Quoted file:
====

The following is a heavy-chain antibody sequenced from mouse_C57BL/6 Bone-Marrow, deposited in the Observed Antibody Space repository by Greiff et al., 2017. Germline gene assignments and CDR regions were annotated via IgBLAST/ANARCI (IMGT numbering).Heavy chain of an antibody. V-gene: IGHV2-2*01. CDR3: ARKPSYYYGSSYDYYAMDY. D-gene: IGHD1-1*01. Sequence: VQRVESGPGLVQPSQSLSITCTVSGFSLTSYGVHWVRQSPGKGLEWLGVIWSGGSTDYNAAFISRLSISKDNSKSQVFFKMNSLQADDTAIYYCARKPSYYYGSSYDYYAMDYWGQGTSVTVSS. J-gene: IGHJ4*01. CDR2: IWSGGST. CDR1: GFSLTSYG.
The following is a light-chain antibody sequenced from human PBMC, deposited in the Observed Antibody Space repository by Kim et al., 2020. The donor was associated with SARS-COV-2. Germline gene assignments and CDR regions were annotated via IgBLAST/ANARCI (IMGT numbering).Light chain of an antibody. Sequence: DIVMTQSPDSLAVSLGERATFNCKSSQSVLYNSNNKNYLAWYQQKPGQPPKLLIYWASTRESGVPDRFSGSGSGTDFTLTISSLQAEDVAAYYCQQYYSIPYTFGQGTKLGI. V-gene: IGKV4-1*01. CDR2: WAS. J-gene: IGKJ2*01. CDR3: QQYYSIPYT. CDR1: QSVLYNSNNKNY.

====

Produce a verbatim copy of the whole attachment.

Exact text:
The following is a heavy-chain antibody sequenced from mouse_C57BL/6 Bone-Marrow, deposited in the Observed Antibody Space repository by Greiff et al., 2017. Germline gene assignments and CDR regions were annotated via IgBLAST/ANARCI (IMGT numbering).Heavy chain of an antibody. V-gene: IGHV2-2*01. CDR3: ARKPSYYYGSSYDYYAMDY. D-gene: IGHD1-1*01. Sequence: VQRVESGPGLVQPSQSLSITCTVSGFSLTSYGVHWVRQSPGKGLEWLGVIWSGGSTDYNAAFISRLSISKDNSKSQVFFKMNSLQADDTAIYYCARKPSYYYGSSYDYYAMDYWGQGTSVTVSS. J-gene: IGHJ4*01. CDR2: IWSGGST. CDR1: GFSLTSYG.
The following is a light-chain antibody sequenced from human PBMC, deposited in the Observed Antibody Space repository by Kim et al., 2020. The donor was associated with SARS-COV-2. Germline gene assignments and CDR regions were annotated via IgBLAST/ANARCI (IMGT numbering).Light chain of an antibody. Sequence: DIVMTQSPDSLAVSLGERATFNCKSSQSVLYNSNNKNYLAWYQQKPGQPPKLLIYWASTRESGVPDRFSGSGSGTDFTLTISSLQAEDVAAYYCQQYYSIPYTFGQGTKLGI. V-gene: IGKV4-1*01. CDR2: WAS. J-gene: IGKJ2*01. CDR3: QQYYSIPYT. CDR1: QSVLYNSNNKNY.